The ability to connect to classrooms and to each other is crucial because, in a sense, it is playing out in school, your later relationship with society.
I know relationships matter. Relationships matter far more than we like to openly talk about and yet I haven’t met someone yet who didn’t agree. On Monday, however, I listened to Prof Colleen McLaughlin speak about why relationships matter in the context of education. I have never heard someone speak with such authority on the subject. Prof McLaughlin, drawing on decades of research (a lifetime’s work), asked her audience to accept several “assumptions” about why relationships matter. Why “assumptions” I thought? The evidence presented was utterly compelling and supports everything that I believe and that Relational Schools Project has uncovered in its own research in the last year. So why “assumptions”?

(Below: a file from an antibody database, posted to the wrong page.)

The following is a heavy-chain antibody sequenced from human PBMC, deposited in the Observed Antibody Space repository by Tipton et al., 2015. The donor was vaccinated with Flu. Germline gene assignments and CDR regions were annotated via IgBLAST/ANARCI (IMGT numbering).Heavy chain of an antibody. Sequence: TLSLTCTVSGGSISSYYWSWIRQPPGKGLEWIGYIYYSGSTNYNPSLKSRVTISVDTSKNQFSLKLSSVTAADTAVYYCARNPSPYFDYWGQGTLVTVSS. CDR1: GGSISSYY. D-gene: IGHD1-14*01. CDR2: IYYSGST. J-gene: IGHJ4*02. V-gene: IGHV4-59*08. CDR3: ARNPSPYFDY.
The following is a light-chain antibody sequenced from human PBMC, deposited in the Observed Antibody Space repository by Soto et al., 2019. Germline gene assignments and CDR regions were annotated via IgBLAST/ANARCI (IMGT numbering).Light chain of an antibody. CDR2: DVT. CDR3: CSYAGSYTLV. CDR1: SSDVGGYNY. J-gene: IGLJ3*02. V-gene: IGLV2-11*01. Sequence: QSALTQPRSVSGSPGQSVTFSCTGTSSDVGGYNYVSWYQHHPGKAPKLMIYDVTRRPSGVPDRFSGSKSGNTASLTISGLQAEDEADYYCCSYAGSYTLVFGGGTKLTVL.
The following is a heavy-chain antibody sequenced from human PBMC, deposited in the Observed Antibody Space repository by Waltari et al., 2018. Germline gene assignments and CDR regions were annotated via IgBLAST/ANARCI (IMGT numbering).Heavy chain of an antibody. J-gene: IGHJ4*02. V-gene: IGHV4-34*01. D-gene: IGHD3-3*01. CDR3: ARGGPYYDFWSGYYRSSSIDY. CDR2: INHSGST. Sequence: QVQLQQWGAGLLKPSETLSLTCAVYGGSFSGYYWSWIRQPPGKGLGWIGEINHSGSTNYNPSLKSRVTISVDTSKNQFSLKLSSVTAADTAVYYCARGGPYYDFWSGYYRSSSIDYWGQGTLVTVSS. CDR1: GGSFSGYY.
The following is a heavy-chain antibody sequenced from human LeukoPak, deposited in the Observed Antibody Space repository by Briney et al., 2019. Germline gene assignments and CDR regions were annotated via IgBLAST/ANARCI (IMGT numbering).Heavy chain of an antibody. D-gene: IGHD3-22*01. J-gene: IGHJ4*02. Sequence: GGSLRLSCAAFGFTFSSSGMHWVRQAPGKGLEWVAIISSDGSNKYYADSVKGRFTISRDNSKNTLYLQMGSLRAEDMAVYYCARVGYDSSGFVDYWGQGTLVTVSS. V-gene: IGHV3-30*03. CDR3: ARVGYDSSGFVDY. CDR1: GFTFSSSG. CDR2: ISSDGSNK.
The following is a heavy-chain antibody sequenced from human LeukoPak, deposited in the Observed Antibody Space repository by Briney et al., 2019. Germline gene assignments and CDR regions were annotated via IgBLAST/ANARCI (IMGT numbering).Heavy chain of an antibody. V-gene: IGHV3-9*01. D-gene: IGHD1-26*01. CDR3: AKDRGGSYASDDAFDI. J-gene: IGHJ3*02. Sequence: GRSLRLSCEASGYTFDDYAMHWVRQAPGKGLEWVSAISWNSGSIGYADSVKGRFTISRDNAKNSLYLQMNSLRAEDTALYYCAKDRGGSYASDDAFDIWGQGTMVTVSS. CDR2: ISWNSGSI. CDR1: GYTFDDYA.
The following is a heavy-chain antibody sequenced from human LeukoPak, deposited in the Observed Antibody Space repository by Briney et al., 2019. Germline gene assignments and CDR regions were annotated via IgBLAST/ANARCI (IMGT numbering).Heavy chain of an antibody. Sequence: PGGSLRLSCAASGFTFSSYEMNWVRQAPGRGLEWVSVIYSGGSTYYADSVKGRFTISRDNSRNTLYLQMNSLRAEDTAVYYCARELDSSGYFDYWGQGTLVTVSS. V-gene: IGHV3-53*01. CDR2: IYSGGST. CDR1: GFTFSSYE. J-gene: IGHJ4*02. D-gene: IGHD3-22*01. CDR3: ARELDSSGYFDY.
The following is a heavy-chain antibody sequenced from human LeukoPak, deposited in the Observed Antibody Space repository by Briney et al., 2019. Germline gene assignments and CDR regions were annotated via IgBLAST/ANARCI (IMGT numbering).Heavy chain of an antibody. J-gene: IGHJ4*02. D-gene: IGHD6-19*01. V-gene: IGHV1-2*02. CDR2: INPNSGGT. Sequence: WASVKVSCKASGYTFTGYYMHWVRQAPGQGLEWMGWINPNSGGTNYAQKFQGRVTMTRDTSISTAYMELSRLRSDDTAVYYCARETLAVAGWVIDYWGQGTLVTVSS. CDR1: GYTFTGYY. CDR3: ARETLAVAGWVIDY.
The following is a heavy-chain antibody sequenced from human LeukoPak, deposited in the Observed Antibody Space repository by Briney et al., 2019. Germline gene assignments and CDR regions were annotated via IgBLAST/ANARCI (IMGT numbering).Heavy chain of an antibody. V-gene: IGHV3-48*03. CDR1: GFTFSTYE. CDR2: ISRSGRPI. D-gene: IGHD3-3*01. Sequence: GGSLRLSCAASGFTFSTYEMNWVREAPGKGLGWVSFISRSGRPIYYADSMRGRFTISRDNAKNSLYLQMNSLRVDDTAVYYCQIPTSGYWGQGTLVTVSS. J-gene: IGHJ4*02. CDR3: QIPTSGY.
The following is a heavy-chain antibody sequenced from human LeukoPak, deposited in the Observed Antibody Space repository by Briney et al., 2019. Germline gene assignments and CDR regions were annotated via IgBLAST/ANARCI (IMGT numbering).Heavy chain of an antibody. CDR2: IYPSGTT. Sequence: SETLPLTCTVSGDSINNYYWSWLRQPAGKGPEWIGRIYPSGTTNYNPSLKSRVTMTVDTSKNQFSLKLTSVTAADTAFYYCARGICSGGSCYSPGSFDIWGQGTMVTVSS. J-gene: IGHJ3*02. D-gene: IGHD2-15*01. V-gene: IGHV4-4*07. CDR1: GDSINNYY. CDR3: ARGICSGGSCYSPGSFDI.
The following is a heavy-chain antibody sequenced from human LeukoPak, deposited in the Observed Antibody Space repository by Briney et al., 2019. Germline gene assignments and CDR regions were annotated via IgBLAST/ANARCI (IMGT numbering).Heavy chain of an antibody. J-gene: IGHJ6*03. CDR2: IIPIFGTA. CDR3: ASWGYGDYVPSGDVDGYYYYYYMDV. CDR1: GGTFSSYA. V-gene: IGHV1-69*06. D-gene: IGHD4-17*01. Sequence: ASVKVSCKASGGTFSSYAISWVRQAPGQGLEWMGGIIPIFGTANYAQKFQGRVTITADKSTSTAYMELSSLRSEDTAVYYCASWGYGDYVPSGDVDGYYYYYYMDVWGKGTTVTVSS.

I take it the reason is that, in Professor’s McLaughlin’s view, she is “yet to see a school take relationships on as a topic“. Well this is the work I would like to do for a lifetime. Today, I want to share with you why relationships matter, and the reasons many of the schools we work with have already taken on this challenge.
Relationships matter because “learning is mutual and deeply social”
McLaughlin reminds us that relationships matter because they lie at the heart of the way children learn. Learning is not an individual cognitive thing; it is a social thing. I know I make this sound a little trite but it has enormous implications for how we view classroom environments. You cannot learn if you are frightened. You cannot learn if you are unhappy. You cannot learn if you feel you don’t belong in a classroom.